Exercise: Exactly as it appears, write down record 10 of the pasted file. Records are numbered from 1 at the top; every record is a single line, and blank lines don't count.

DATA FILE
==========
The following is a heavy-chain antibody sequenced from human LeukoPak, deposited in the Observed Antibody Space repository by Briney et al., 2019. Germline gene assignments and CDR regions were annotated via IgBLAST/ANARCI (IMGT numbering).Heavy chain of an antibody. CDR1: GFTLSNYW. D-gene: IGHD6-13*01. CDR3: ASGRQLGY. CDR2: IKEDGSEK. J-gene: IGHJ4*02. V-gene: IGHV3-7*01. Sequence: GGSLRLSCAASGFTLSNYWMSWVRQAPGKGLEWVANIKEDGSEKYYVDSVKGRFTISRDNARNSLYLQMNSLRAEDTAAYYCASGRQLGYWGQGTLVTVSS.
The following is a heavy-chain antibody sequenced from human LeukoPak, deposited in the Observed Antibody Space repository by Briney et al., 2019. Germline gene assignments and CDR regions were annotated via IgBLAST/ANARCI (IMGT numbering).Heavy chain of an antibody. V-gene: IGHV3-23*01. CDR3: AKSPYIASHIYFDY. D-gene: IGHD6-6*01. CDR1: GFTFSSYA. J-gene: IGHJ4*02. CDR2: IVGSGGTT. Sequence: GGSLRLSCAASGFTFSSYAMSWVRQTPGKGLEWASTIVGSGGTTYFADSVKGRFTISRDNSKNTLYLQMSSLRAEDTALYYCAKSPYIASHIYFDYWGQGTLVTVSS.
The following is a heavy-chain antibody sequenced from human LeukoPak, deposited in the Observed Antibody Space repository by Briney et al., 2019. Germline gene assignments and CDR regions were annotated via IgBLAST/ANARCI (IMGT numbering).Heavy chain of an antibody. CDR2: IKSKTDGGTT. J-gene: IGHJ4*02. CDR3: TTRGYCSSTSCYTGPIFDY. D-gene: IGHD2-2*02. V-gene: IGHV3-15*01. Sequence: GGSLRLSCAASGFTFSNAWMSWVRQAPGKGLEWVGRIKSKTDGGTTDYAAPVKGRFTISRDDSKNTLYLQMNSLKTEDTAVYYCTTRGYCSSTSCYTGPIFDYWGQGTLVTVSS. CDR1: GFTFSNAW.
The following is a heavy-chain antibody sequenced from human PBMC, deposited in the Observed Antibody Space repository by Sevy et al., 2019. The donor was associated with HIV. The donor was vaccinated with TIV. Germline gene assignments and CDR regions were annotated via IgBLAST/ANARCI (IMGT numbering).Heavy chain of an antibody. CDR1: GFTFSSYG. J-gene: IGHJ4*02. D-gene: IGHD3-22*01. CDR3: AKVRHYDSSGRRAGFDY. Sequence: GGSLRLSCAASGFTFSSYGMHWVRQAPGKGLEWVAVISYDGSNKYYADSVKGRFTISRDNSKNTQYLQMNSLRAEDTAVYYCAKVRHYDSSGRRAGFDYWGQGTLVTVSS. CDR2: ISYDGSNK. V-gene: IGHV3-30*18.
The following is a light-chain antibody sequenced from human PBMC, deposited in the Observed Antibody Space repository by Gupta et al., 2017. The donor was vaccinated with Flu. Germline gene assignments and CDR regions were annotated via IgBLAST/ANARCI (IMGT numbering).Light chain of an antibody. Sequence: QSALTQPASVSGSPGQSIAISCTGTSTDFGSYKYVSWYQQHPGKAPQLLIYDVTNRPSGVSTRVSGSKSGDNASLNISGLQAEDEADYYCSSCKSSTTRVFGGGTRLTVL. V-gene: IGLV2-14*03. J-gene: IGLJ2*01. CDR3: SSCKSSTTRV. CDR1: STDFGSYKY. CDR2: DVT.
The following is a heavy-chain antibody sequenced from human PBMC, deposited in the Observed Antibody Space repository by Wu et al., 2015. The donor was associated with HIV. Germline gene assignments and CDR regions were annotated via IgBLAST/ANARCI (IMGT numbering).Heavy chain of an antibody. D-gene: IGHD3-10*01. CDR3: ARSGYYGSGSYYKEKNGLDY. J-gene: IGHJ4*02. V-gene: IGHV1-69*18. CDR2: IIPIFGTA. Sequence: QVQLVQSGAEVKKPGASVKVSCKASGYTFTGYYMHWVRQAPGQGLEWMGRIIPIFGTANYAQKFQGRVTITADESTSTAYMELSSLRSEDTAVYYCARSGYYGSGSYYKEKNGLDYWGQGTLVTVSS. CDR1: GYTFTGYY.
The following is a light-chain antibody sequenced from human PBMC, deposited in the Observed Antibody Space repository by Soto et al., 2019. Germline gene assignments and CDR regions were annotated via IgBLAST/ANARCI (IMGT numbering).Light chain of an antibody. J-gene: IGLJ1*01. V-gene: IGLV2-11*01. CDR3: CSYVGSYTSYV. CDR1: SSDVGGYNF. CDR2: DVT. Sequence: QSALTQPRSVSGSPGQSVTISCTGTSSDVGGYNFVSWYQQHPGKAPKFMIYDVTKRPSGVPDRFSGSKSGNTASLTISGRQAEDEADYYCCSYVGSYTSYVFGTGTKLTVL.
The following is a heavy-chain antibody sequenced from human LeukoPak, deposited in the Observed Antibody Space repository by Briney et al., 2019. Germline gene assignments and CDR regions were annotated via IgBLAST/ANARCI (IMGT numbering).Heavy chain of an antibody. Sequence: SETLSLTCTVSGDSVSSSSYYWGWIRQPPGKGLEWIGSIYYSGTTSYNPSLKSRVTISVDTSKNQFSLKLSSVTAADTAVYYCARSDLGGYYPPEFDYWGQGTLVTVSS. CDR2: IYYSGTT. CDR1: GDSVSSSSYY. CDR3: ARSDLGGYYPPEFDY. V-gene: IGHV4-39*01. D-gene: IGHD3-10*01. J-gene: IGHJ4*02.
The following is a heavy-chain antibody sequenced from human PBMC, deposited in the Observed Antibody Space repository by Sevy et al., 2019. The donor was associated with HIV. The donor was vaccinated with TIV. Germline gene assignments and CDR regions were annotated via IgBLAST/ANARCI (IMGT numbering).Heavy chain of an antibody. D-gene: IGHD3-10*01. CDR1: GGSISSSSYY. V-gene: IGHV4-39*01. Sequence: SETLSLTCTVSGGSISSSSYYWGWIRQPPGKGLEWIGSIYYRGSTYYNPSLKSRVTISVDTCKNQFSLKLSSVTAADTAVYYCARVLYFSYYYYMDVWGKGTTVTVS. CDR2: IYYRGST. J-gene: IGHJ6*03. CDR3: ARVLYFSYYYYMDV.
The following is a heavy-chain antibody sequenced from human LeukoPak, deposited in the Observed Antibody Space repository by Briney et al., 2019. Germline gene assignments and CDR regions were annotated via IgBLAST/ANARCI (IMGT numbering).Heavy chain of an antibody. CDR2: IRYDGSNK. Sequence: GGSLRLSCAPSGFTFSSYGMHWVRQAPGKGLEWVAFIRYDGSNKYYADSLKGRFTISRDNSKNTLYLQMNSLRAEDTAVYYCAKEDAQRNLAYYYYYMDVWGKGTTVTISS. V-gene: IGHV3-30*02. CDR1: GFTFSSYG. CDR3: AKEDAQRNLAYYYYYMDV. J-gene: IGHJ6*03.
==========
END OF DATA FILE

The following is a heavy-chain antibody sequenced from human LeukoPak, deposited in the Observed Antibody Space repository by Briney et al., 2019. Germline gene assignments and CDR regions were annotated via IgBLAST/ANARCI (IMGT numbering).Heavy chain of an antibody. CDR2: IRYDGSNK. Sequence: GGSLRLSCAPSGFTFSSYGMHWVRQAPGKGLEWVAFIRYDGSNKYYADSLKGRFTISRDNSKNTLYLQMNSLRAEDTAVYYCAKEDAQRNLAYYYYYMDVWGKGTTVTISS. V-gene: IGHV3-30*02. CDR1: GFTFSSYG. CDR3: AKEDAQRNLAYYYYYMDV. J-gene: IGHJ6*03.